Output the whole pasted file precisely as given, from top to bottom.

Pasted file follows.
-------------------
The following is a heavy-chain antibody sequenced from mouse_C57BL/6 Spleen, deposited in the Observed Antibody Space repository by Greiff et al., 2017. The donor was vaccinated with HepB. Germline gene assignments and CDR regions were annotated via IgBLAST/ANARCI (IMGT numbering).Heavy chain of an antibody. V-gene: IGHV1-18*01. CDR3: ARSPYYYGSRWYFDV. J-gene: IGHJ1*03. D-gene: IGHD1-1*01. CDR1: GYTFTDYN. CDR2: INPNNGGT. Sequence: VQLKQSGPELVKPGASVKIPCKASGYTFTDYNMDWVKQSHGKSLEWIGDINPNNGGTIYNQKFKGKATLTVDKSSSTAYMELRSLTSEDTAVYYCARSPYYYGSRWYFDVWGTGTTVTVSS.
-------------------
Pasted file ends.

The following is a heavy-chain antibody sequenced from mouse_C57BL/6 Spleen, deposited in the Observed Antibody Space repository by Greiff et al., 2017. The donor was vaccinated with HepB. Germline gene assignments and CDR regions were annotated via IgBLAST/ANARCI (IMGT numbering).Heavy chain of an antibody. V-gene: IGHV1-18*01. CDR3: ARSPYYYGSRWYFDV. J-gene: IGHJ1*03. D-gene: IGHD1-1*01. CDR1: GYTFTDYN. CDR2: INPNNGGT. Sequence: VQLKQSGPELVKPGASVKIPCKASGYTFTDYNMDWVKQSHGKSLEWIGDINPNNGGTIYNQKFKGKATLTVDKSSSTAYMELRSLTSEDTAVYYCARSPYYYGSRWYFDVWGTGTTVTVSS.